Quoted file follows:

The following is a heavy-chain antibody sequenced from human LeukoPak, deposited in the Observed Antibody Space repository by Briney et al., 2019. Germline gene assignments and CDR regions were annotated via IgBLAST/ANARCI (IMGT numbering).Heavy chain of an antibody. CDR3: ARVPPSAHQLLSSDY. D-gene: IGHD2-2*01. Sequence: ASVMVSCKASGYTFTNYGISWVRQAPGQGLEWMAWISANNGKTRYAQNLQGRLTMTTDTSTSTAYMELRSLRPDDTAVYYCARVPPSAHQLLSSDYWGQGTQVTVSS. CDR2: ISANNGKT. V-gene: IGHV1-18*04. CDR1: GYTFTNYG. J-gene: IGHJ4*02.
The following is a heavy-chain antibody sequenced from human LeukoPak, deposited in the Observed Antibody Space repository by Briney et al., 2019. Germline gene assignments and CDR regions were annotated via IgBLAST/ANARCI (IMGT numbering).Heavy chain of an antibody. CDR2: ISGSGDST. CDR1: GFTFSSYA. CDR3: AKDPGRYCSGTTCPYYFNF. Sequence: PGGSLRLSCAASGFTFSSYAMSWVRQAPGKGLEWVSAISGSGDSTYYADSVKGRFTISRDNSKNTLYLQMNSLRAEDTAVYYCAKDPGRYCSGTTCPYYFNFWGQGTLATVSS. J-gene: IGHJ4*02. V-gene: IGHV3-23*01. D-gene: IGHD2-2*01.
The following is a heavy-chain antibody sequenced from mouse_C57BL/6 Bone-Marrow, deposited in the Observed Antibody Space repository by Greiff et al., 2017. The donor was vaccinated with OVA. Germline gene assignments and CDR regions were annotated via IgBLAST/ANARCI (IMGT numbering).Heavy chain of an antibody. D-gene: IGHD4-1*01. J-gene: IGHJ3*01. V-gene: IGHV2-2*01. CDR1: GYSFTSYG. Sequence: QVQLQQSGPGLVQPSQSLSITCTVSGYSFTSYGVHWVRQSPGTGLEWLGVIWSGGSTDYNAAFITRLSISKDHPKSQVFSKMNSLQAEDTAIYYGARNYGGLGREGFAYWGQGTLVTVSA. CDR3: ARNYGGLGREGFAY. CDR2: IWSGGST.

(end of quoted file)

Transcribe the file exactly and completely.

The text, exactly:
The following is a heavy-chain antibody sequenced from human LeukoPak, deposited in the Observed Antibody Space repository by Briney et al., 2019. Germline gene assignments and CDR regions were annotated via IgBLAST/ANARCI (IMGT numbering).Heavy chain of an antibody. CDR3: ARVPPSAHQLLSSDY. D-gene: IGHD2-2*01. Sequence: ASVMVSCKASGYTFTNYGISWVRQAPGQGLEWMAWISANNGKTRYAQNLQGRLTMTTDTSTSTAYMELRSLRPDDTAVYYCARVPPSAHQLLSSDYWGQGTQVTVSS. CDR2: ISANNGKT. V-gene: IGHV1-18*04. CDR1: GYTFTNYG. J-gene: IGHJ4*02.
The following is a heavy-chain antibody sequenced from human LeukoPak, deposited in the Observed Antibody Space repository by Briney et al., 2019. Germline gene assignments and CDR regions were annotated via IgBLAST/ANARCI (IMGT numbering).Heavy chain of an antibody. CDR2: ISGSGDST. CDR1: GFTFSSYA. CDR3: AKDPGRYCSGTTCPYYFNF. Sequence: PGGSLRLSCAASGFTFSSYAMSWVRQAPGKGLEWVSAISGSGDSTYYADSVKGRFTISRDNSKNTLYLQMNSLRAEDTAVYYCAKDPGRYCSGTTCPYYFNFWGQGTLATVSS. J-gene: IGHJ4*02. V-gene: IGHV3-23*01. D-gene: IGHD2-2*01.
The following is a heavy-chain antibody sequenced from mouse_C57BL/6 Bone-Marrow, deposited in the Observed Antibody Space repository by Greiff et al., 2017. The donor was vaccinated with OVA. Germline gene assignments and CDR regions were annotated via IgBLAST/ANARCI (IMGT numbering).Heavy chain of an antibody. D-gene: IGHD4-1*01. J-gene: IGHJ3*01. V-gene: IGHV2-2*01. CDR1: GYSFTSYG. Sequence: QVQLQQSGPGLVQPSQSLSITCTVSGYSFTSYGVHWVRQSPGTGLEWLGVIWSGGSTDYNAAFITRLSISKDHPKSQVFSKMNSLQAEDTAIYYGARNYGGLGREGFAYWGQGTLVTVSA. CDR3: ARNYGGLGREGFAY. CDR2: IWSGGST.